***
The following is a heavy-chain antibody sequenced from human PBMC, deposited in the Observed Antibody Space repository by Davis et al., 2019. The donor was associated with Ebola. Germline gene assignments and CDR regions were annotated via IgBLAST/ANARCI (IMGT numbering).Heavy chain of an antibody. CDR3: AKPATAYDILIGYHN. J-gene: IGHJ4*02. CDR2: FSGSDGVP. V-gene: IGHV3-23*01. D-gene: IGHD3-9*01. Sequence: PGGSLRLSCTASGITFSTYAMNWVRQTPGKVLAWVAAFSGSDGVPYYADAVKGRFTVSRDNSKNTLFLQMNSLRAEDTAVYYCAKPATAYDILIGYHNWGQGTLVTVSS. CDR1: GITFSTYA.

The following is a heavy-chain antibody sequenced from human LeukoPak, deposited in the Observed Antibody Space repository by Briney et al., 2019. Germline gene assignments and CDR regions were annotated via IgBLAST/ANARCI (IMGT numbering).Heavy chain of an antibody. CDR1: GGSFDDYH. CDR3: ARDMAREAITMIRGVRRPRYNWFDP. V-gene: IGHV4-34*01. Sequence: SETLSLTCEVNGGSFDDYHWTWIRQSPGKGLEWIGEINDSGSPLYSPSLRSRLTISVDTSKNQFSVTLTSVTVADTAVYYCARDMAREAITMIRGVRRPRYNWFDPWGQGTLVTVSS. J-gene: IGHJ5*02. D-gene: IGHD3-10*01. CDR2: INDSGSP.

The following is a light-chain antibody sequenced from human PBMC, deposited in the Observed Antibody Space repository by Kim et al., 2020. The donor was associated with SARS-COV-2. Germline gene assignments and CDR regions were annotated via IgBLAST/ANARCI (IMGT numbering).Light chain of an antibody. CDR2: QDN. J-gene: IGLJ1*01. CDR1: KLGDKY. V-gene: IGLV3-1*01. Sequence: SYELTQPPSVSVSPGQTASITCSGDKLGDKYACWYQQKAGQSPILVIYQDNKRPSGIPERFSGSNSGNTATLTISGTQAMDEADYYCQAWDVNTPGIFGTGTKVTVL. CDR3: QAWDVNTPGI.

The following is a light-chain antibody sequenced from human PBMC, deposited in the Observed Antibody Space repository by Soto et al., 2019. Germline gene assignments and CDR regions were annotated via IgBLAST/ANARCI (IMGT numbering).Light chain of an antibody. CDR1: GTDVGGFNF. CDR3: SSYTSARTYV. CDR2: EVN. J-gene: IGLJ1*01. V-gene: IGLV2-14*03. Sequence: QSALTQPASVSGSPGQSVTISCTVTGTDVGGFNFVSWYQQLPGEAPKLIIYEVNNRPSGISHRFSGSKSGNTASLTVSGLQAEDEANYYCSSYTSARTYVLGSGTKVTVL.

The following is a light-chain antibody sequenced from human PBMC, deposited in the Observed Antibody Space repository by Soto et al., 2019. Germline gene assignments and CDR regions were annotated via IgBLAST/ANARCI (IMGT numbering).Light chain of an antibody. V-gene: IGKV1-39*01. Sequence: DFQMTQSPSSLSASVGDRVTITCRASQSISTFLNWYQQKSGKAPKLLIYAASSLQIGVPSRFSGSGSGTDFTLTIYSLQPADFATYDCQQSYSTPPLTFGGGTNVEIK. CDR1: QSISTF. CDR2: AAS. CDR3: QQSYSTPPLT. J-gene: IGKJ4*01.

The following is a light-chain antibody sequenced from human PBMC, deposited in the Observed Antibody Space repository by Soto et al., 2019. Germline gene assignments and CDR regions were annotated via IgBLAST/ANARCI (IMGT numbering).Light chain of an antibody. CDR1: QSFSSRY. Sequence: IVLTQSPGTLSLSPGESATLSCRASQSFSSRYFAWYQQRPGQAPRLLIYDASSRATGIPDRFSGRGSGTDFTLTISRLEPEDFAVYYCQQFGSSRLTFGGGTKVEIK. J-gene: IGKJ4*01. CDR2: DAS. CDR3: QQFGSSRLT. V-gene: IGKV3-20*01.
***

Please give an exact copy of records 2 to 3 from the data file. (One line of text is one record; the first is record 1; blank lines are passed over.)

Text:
The following is a heavy-chain antibody sequenced from human LeukoPak, deposited in the Observed Antibody Space repository by Briney et al., 2019. Germline gene assignments and CDR regions were annotated via IgBLAST/ANARCI (IMGT numbering).Heavy chain of an antibody. CDR1: GGSFDDYH. CDR3: ARDMAREAITMIRGVRRPRYNWFDP. V-gene: IGHV4-34*01. Sequence: SETLSLTCEVNGGSFDDYHWTWIRQSPGKGLEWIGEINDSGSPLYSPSLRSRLTISVDTSKNQFSVTLTSVTVADTAVYYCARDMAREAITMIRGVRRPRYNWFDPWGQGTLVTVSS. J-gene: IGHJ5*02. D-gene: IGHD3-10*01. CDR2: INDSGSP.

The following is a light-chain antibody sequenced from human PBMC, deposited in the Observed Antibody Space repository by Kim et al., 2020. The donor was associated with SARS-COV-2. Germline gene assignments and CDR regions were annotated via IgBLAST/ANARCI (IMGT numbering).Light chain of an antibody. CDR2: QDN. J-gene: IGLJ1*01. CDR1: KLGDKY. V-gene: IGLV3-1*01. Sequence: SYELTQPPSVSVSPGQTASITCSGDKLGDKYACWYQQKAGQSPILVIYQDNKRPSGIPERFSGSNSGNTATLTISGTQAMDEADYYCQAWDVNTPGIFGTGTKVTVL. CDR3: QAWDVNTPGI.